Young woman shopping in the supermarket produce section

A huge new study finds that healthy foods are better for the environment

Good news for people who don’t like to choose between nutrition and SustainabilityA large-scale study of more than 57,000 food products sold in the UK and Ireland found that more nutrients tend to be better for our planet than those with less nutritional value. Posted in Proceedings of the National Academy of SciencesIt is one of the first studies to examine the environmental impact of multi-ingredient food products, rather than focusing on single-ingredient foods such as beef, almonds and wheat.

“What is good for one is generally good for the other,” said study co-author and ecologist at the University of Oxford, UK, Michael Clarke. “You don’t have to make a choice that is good for the environment but it may negatively affect your health.”

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Previously, it was difficult for consumers to tell which products were more or less sustainable, because they often consisted of a number of different ingredients. Clark and his team set out to develop a method to solve this problem. “We have information on the environmental impacts of commodities like wheat and soybeans,” Clark said. But, “If you’re entering your local food store, you don’t just buy wheat.”

Clark and his team used an algorithm to calculate the volume of different ingredients found in thousands of products found in UK supermarkets, giving each ingredient an environmental impact score out of 100 – with 100 being the least sustainable. Factors examined included greenhouse gas emissions, land use, water stress, and eutrophication potential (the eutrophication of soil or water).

The the findings? Products containing lamb and beef were among the worst environmental triggers, scoring three times higher than those containing poultry. Sweets and pastries scored in the middle category. Low-impact foods include items made from plants, grains, fruits, vegetables, and bread products.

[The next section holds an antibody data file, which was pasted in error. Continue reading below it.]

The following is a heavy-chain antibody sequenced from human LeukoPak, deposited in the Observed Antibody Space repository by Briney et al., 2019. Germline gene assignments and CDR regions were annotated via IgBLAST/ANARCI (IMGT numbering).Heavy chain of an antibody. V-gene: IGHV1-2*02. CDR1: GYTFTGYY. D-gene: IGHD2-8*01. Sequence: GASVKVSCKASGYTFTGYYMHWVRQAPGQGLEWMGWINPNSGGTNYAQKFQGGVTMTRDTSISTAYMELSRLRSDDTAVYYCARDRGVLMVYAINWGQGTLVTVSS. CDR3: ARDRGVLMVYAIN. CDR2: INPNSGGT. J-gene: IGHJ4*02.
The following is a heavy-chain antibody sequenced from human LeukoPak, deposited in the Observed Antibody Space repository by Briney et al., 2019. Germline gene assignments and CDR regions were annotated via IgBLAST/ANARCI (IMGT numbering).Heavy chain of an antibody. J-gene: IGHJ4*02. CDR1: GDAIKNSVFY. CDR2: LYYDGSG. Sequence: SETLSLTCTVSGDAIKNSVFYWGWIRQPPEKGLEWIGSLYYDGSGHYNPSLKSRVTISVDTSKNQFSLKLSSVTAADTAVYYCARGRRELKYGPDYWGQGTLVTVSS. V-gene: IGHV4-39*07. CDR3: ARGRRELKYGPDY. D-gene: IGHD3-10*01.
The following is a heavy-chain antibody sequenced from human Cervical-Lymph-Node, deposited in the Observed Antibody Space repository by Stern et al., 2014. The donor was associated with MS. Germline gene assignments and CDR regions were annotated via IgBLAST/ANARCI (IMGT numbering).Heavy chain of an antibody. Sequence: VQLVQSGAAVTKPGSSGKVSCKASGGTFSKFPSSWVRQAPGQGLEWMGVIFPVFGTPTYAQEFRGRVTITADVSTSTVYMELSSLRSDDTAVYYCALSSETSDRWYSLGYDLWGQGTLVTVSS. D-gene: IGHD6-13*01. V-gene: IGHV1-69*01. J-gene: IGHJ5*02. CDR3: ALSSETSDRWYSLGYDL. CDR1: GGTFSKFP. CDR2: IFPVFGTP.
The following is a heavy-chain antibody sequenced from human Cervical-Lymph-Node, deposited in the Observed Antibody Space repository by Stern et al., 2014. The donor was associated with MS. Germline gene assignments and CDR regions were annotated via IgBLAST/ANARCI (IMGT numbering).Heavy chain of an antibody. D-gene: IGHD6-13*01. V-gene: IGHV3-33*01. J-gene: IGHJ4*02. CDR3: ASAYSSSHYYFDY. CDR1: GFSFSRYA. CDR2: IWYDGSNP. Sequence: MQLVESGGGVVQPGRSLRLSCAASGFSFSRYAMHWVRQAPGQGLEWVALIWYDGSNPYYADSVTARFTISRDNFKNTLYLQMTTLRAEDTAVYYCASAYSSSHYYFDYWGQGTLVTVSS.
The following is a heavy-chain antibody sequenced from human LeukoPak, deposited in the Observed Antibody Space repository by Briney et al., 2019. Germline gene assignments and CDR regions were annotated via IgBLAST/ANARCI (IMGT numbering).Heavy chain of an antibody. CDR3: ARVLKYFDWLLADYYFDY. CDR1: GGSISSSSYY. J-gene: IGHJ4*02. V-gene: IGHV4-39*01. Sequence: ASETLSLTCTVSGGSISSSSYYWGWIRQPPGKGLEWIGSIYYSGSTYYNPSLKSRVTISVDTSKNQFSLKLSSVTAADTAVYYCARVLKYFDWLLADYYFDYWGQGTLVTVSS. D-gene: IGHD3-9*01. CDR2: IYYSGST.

They then compared the nutritional data to environmental impact scores. “many [items] It was win-win and was more nutritious and sustainable, [including] The study authors wrote: Fruits, vegetables, salad, breakfast cereals, some types of bread, and meat substitutes. “On the contrary, there were many losers [items] With above average nutritional and environmental influences, [including] cheese, chocolate, savory pies and quiches.” There have been some exceptions to this trend, such as nuts, which are found to be high in nutritional value but also somewhat high in terms of environmental impact, and sugary drinks, which are considered nutritionally poor – because they are mainly composed of water And refined sugar – has a low environmental impact.

But overall, the researchers found that healthier, more advanced plant-based diets tend to be better for the environment, leading them to conclude that “replacing meat, dairy, and eggs with plant-based alternatives can have significant environmental and health benefits in places where the consumption of these foods is high.” high”. They noted that there are “multiple ways to achieve this dietary change, including direct and large substitutions (for example, beans instead of beef), or smaller transitions between similar products.”

Clark hopes consumers can take advantage of these findings to make wiser food choices.

“There are huge differences between foods, and we can start making choices that really improve our health and our environment in a fundamental way,” Clark says. “This kind of study can help us find our way there.”

In recent years, several large-scale studies have indicated that meat is the main driver of greenhouse gases. Learn more here: How does a vegetarian diet help the environment?

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